Bedrock missed the Ryanair Hurdle at Leopardstown on Saturday because of concerns his system was not clear of a medication permitted in training but prohibited on racedays.
The Iain Jardine-trained gelding shocked Samcro at Down Royal in November, and was due to face Gordon Elliott’s star in a rematch at the Dublin track, having had to miss the Fighting Fifth Hurdle at Newcastle due to swelling on a hock.
In a statement issued through the National Trainers Federation on Monday, Jardine outlined the circumstances of Bedrock being taken out of the Leopardstown race.
The Scottish trainer said Bedrock had been injected with a corticosteroid – which is a legitimate treatment in training for joint injuries under the rules of racing, but must be clear of a horse’s system on racedays.
Although the suggested withdrawal period had elapsed, when corticosteroids are administered by any route, particularly into joints, there is potential for considerable variation in excretion times.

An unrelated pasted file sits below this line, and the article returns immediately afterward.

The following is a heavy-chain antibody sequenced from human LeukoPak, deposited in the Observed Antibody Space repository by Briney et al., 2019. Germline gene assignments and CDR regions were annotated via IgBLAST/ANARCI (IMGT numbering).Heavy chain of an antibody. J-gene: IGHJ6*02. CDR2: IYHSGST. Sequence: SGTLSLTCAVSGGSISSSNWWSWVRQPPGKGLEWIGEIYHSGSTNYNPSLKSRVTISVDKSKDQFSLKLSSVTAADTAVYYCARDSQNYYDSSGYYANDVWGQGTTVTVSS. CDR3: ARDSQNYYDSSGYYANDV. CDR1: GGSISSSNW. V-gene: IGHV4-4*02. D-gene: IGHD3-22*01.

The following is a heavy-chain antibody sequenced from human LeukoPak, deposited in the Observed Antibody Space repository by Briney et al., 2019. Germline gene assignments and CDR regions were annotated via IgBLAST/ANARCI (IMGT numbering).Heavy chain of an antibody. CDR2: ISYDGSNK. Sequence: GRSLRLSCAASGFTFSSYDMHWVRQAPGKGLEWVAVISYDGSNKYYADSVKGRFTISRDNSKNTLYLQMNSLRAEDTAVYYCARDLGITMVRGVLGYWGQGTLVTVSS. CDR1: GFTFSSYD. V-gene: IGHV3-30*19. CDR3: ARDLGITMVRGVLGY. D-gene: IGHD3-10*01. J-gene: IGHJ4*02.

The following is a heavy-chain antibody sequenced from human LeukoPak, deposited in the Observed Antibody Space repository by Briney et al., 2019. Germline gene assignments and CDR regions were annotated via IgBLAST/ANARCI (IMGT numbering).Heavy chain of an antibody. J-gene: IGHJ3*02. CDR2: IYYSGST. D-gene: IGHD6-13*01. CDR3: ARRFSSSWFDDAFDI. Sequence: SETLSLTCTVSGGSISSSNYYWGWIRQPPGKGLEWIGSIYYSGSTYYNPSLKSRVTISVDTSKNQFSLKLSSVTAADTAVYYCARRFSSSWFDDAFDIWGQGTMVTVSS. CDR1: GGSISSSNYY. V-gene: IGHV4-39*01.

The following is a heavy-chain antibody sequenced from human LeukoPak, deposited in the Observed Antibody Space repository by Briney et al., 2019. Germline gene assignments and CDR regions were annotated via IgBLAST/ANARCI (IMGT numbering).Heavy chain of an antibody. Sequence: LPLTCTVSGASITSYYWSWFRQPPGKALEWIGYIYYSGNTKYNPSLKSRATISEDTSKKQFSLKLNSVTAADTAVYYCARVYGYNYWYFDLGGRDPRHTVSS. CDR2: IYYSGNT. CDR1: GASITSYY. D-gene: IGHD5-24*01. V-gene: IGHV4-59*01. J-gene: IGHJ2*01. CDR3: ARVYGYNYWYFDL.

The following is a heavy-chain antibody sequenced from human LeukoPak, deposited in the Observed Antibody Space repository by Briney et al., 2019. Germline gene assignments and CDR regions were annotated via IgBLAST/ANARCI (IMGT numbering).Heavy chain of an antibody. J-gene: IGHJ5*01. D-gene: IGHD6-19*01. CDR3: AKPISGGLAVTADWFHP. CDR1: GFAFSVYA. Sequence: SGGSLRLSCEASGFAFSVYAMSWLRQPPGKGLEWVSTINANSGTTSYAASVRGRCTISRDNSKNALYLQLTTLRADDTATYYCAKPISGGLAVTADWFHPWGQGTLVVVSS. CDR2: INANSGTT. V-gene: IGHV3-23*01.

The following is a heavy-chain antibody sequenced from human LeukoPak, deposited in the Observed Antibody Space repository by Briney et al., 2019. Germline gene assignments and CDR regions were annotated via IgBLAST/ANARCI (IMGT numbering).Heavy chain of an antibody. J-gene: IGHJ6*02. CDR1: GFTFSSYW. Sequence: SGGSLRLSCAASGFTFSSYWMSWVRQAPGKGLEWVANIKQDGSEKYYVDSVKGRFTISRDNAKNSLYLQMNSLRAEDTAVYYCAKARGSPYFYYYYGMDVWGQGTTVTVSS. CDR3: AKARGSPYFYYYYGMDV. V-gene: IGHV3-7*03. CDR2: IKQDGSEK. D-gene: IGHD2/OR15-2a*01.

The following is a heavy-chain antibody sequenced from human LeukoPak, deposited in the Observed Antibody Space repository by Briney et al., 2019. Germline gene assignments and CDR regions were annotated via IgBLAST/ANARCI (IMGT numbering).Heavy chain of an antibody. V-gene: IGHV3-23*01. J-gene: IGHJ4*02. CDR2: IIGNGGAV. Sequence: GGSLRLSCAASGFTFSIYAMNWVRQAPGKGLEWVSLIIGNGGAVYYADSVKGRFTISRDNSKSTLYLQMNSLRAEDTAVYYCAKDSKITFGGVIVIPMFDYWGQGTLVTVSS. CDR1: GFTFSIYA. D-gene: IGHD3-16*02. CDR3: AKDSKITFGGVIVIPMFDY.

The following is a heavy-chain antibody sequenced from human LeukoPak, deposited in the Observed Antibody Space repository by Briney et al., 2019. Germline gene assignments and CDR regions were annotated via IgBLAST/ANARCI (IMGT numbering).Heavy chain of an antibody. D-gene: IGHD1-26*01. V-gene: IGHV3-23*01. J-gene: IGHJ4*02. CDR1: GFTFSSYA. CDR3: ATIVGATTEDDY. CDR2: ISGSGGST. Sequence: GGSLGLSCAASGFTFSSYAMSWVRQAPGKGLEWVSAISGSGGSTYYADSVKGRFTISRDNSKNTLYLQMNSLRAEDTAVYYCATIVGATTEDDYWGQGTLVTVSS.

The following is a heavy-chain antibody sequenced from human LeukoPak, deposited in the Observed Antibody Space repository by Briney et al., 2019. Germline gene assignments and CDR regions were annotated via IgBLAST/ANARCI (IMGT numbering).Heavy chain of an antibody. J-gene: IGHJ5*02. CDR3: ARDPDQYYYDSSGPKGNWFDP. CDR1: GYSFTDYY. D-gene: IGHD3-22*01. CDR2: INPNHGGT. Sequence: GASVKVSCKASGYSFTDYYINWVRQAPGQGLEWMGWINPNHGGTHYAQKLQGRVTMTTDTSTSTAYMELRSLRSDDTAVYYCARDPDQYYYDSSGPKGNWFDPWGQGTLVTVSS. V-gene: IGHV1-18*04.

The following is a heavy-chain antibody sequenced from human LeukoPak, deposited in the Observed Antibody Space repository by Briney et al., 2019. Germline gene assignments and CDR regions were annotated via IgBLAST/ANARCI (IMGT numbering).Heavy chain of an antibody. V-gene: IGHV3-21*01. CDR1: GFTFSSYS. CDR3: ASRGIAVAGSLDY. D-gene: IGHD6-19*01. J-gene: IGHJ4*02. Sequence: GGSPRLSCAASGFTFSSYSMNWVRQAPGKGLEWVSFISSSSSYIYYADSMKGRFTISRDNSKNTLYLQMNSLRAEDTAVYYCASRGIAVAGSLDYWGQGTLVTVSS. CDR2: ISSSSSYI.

As a result, Jardine asked the British Horseracing Authority to test Bedrock prior to running in Ireland to ensure the horse did not compete under the influence of the treatment.
The result of the BHA test came through on the night before the race, and as the result was positive, Bedrock was withdrawn.
Supporting Jardine, the BHA said in a statement: “Corticosteroids are legitimate substances and permitted for use on horses in training, but – as with all substances that might have an effect on a horse’s body systems – cannot be present in a horse’s system on raceday.
“As such the trainer took the correct course of action in ensuring the horse was electively tested prior to the race.
“Elective testing is available, subject to BHA approval, to trainers in circumstances such as this where a medication with a potentially unpredictable detection window which is permitted for use out of competition has been administered for legitimate therapeutic purposes.”